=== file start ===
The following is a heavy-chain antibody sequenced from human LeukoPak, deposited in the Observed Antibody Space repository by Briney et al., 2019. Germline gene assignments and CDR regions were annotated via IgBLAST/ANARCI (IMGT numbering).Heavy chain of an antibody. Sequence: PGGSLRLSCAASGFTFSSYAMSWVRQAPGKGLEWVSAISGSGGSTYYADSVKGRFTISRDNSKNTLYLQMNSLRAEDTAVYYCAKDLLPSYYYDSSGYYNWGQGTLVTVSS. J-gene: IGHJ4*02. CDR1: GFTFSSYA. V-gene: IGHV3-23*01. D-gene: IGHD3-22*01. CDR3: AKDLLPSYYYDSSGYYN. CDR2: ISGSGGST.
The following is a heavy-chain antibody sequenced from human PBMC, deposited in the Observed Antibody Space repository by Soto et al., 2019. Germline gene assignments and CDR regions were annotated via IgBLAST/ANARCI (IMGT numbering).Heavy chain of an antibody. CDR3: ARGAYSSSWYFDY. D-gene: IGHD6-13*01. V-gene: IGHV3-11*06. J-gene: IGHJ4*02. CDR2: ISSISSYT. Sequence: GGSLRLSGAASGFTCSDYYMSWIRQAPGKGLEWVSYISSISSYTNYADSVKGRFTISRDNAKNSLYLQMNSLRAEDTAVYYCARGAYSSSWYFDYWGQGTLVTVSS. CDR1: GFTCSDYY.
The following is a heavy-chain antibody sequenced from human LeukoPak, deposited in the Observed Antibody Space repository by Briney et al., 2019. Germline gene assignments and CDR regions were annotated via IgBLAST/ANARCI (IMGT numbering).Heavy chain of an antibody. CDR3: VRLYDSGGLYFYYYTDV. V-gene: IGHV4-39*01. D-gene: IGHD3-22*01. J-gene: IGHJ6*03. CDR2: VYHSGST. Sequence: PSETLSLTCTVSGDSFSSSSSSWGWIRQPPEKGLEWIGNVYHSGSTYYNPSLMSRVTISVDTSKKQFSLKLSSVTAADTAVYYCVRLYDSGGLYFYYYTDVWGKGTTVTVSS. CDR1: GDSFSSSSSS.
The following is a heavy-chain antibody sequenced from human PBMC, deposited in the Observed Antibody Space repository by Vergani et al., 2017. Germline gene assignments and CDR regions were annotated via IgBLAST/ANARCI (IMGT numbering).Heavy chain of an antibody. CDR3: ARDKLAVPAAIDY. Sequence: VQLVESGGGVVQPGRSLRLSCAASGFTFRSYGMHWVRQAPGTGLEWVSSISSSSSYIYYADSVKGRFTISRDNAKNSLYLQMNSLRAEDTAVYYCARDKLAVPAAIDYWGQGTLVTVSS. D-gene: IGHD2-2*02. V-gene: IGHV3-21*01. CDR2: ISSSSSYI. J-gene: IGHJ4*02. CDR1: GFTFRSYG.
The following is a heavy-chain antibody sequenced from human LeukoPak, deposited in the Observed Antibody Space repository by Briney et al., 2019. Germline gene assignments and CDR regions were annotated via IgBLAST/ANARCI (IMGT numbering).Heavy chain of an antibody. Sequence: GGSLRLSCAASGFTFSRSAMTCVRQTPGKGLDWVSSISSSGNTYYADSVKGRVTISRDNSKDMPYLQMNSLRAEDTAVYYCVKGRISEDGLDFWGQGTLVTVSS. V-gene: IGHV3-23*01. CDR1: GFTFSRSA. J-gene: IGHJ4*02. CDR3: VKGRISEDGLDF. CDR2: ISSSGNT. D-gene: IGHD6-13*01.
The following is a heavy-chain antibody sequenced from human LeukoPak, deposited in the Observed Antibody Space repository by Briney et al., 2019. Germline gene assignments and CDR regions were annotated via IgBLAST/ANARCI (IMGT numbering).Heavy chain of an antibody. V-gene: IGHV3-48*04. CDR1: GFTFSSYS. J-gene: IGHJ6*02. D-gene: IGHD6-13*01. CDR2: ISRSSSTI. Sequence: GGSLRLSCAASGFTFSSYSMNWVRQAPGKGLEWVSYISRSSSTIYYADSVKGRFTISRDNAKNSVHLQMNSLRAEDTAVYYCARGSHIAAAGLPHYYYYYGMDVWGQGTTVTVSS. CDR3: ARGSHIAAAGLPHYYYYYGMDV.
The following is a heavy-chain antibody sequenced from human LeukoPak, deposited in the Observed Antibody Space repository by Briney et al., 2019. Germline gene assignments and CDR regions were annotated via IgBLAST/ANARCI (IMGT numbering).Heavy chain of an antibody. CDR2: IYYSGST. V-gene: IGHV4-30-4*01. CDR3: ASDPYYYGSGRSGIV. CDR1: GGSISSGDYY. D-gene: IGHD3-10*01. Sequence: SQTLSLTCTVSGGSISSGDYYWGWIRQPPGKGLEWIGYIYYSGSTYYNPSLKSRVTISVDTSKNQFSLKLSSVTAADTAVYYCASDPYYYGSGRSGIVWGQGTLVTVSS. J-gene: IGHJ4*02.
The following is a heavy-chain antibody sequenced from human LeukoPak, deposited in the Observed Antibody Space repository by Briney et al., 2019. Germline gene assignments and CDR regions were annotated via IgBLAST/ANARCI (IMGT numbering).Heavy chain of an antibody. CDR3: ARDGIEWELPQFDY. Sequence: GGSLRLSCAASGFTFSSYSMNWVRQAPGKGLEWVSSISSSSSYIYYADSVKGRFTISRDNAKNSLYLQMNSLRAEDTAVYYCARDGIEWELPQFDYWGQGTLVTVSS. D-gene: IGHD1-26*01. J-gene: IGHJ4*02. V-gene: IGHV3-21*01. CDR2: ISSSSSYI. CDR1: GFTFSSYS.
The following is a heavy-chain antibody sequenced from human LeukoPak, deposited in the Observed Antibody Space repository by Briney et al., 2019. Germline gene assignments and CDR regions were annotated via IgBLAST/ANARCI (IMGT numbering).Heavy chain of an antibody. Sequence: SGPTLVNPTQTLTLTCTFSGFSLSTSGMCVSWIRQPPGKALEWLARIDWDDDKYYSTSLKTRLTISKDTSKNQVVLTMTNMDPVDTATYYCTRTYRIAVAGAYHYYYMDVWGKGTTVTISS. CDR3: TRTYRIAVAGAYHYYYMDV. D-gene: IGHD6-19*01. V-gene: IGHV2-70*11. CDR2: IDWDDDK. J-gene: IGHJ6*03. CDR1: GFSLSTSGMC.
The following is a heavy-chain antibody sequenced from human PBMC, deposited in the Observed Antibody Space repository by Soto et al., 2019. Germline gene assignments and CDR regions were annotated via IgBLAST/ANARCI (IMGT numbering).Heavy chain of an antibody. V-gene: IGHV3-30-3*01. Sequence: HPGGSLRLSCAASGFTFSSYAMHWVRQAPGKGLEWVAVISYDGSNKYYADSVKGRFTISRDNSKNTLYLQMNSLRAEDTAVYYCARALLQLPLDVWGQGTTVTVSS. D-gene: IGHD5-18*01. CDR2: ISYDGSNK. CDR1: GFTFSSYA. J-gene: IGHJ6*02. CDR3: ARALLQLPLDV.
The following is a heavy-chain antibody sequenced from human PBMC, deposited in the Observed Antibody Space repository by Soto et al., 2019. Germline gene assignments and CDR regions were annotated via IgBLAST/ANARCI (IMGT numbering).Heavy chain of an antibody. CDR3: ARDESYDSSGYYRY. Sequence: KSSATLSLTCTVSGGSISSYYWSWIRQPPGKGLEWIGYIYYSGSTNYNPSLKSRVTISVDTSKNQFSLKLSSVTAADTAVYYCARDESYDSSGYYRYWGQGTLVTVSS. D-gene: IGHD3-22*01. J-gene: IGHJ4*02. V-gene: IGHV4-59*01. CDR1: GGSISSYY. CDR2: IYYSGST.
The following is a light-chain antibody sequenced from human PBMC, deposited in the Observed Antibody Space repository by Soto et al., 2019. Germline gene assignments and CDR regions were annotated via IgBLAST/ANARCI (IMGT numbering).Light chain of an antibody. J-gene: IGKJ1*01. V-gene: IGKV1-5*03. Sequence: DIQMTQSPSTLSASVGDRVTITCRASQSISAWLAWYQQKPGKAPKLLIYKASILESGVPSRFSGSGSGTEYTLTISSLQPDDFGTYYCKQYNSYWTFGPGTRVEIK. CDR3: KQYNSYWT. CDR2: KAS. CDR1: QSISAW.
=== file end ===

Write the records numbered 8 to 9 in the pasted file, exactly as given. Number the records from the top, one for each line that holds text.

The following is a heavy-chain antibody sequenced from human LeukoPak, deposited in the Observed Antibody Space repository by Briney et al., 2019. Germline gene assignments and CDR regions were annotated via IgBLAST/ANARCI (IMGT numbering).Heavy chain of an antibody. CDR3: ARDGIEWELPQFDY. Sequence: GGSLRLSCAASGFTFSSYSMNWVRQAPGKGLEWVSSISSSSSYIYYADSVKGRFTISRDNAKNSLYLQMNSLRAEDTAVYYCARDGIEWELPQFDYWGQGTLVTVSS. D-gene: IGHD1-26*01. J-gene: IGHJ4*02. V-gene: IGHV3-21*01. CDR2: ISSSSSYI. CDR1: GFTFSSYS.
The following is a heavy-chain antibody sequenced from human LeukoPak, deposited in the Observed Antibody Space repository by Briney et al., 2019. Germline gene assignments and CDR regions were annotated via IgBLAST/ANARCI (IMGT numbering).Heavy chain of an antibody. Sequence: SGPTLVNPTQTLTLTCTFSGFSLSTSGMCVSWIRQPPGKALEWLARIDWDDDKYYSTSLKTRLTISKDTSKNQVVLTMTNMDPVDTATYYCTRTYRIAVAGAYHYYYMDVWGKGTTVTISS. CDR3: TRTYRIAVAGAYHYYYMDV. D-gene: IGHD6-19*01. V-gene: IGHV2-70*11. CDR2: IDWDDDK. J-gene: IGHJ6*03. CDR1: GFSLSTSGMC.